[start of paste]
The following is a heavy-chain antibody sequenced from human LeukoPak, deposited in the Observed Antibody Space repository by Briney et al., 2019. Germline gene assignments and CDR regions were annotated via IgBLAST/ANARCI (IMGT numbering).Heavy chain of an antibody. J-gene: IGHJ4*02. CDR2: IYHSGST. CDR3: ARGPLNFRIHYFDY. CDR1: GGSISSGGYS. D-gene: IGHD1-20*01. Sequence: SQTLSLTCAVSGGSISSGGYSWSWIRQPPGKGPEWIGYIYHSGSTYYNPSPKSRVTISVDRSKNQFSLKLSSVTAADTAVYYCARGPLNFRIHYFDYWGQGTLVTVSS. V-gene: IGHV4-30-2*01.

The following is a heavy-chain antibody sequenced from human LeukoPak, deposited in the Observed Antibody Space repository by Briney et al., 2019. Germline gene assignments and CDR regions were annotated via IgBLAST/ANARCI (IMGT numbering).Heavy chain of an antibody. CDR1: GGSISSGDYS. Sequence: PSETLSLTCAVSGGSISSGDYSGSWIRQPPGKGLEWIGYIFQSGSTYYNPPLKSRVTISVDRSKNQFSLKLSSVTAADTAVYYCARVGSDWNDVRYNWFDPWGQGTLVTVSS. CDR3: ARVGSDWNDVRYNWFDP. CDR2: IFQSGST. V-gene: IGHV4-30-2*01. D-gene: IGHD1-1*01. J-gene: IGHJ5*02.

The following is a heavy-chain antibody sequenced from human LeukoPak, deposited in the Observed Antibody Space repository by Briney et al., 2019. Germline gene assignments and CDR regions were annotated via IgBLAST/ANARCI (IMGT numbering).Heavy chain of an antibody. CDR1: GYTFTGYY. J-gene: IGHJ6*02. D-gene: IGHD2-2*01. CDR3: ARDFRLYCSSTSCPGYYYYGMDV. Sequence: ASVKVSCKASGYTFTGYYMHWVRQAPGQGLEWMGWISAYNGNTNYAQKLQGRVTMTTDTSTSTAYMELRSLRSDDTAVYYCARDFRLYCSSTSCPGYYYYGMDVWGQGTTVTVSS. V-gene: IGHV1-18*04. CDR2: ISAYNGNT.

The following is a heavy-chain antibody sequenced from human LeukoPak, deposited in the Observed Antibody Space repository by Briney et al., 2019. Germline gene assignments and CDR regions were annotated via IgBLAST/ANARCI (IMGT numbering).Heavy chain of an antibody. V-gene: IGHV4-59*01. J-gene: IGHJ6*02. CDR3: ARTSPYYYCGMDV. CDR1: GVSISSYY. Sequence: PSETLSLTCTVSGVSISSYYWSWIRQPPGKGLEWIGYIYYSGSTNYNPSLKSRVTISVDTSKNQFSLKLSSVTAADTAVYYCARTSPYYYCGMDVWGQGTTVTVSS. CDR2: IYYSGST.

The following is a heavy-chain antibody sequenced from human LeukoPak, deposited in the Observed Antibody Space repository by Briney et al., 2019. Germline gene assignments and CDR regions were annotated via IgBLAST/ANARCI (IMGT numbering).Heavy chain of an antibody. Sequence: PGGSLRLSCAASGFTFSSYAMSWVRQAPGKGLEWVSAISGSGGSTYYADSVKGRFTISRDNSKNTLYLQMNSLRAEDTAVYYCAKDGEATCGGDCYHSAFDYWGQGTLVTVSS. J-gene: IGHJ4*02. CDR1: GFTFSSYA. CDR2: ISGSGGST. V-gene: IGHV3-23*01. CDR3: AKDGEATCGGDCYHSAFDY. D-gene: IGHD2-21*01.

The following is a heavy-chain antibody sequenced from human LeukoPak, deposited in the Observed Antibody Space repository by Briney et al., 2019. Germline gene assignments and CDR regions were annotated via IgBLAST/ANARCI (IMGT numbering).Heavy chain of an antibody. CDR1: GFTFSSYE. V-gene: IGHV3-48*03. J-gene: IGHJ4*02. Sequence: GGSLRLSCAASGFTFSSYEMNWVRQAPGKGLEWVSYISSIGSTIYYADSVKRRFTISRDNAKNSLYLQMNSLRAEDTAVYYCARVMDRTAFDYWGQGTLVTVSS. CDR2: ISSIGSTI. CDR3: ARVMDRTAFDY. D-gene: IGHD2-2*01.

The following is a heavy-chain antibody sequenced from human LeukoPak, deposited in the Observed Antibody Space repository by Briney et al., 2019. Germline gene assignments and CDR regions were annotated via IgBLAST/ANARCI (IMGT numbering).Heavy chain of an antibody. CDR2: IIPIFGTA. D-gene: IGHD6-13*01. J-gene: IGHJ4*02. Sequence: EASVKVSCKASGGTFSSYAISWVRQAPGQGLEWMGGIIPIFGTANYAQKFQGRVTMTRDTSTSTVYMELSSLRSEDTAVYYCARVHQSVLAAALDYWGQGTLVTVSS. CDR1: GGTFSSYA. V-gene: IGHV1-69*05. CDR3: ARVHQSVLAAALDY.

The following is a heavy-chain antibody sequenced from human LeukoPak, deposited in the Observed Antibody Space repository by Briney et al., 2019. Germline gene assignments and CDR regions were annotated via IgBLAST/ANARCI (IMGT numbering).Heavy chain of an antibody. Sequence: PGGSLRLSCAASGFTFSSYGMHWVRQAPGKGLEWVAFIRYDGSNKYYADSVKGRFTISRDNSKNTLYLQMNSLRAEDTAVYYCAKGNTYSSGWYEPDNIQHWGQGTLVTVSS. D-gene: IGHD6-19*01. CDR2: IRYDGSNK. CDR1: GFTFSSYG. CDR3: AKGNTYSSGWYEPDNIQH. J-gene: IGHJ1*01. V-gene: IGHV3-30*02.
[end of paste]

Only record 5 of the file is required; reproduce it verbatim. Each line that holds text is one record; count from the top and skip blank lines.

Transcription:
The following is a heavy-chain antibody sequenced from human LeukoPak, deposited in the Observed Antibody Space repository by Briney et al., 2019. Germline gene assignments and CDR regions were annotated via IgBLAST/ANARCI (IMGT numbering).Heavy chain of an antibody. Sequence: PGGSLRLSCAASGFTFSSYAMSWVRQAPGKGLEWVSAISGSGGSTYYADSVKGRFTISRDNSKNTLYLQMNSLRAEDTAVYYCAKDGEATCGGDCYHSAFDYWGQGTLVTVSS. J-gene: IGHJ4*02. CDR1: GFTFSSYA. CDR2: ISGSGGST. V-gene: IGHV3-23*01. CDR3: AKDGEATCGGDCYHSAFDY. D-gene: IGHD2-21*01.